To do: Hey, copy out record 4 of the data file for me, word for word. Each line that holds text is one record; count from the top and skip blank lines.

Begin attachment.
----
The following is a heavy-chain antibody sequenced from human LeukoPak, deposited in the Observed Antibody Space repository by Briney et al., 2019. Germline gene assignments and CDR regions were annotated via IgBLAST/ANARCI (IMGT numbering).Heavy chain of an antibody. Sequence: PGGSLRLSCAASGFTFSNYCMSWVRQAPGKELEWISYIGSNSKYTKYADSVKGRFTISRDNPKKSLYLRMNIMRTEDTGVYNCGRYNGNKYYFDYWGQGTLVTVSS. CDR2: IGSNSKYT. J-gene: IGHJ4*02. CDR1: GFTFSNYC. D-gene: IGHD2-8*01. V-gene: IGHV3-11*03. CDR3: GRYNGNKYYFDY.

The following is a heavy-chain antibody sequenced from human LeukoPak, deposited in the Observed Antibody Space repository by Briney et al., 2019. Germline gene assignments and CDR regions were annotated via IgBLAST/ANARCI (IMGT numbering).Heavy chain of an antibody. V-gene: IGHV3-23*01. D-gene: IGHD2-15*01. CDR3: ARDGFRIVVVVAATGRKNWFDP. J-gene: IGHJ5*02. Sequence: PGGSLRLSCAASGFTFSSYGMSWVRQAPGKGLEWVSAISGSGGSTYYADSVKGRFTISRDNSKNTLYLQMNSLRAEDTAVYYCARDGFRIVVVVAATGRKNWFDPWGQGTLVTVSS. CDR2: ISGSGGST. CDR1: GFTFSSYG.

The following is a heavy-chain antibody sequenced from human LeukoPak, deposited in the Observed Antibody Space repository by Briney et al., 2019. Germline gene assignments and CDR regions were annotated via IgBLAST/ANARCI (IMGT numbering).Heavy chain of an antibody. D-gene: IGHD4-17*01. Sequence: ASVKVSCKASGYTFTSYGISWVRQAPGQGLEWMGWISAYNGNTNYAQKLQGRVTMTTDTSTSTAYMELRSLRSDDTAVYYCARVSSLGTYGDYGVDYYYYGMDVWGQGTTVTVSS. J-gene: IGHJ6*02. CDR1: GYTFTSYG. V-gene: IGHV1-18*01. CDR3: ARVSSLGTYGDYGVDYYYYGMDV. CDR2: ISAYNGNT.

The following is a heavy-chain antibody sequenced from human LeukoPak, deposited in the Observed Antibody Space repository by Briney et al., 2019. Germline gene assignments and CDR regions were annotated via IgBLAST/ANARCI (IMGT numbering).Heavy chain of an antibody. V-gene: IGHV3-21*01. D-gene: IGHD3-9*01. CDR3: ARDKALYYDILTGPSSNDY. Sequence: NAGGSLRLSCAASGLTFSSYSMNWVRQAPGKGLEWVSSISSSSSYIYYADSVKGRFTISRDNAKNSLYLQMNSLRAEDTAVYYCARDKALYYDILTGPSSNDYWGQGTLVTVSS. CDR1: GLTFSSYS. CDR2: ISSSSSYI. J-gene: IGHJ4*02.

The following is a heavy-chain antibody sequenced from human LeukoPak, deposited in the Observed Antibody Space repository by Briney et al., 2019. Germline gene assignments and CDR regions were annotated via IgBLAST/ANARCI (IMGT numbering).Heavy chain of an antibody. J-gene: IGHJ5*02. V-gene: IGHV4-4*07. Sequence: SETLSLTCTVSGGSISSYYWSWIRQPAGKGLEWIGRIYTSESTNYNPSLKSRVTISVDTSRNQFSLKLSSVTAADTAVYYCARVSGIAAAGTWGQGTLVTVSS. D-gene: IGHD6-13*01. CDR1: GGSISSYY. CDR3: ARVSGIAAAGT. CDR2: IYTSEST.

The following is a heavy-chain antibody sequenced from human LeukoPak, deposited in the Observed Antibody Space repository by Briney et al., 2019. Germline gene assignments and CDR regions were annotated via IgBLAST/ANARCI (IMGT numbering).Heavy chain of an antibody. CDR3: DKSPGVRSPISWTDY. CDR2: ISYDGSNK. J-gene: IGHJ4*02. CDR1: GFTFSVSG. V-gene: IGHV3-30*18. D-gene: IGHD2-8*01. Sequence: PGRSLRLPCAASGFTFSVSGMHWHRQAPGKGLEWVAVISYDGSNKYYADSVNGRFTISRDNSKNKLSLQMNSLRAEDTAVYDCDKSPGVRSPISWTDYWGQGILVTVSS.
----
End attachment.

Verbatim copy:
The following is a heavy-chain antibody sequenced from human LeukoPak, deposited in the Observed Antibody Space repository by Briney et al., 2019. Germline gene assignments and CDR regions were annotated via IgBLAST/ANARCI (IMGT numbering).Heavy chain of an antibody. V-gene: IGHV3-21*01. D-gene: IGHD3-9*01. CDR3: ARDKALYYDILTGPSSNDY. Sequence: NAGGSLRLSCAASGLTFSSYSMNWVRQAPGKGLEWVSSISSSSSYIYYADSVKGRFTISRDNAKNSLYLQMNSLRAEDTAVYYCARDKALYYDILTGPSSNDYWGQGTLVTVSS. CDR1: GLTFSSYS. CDR2: ISSSSSYI. J-gene: IGHJ4*02.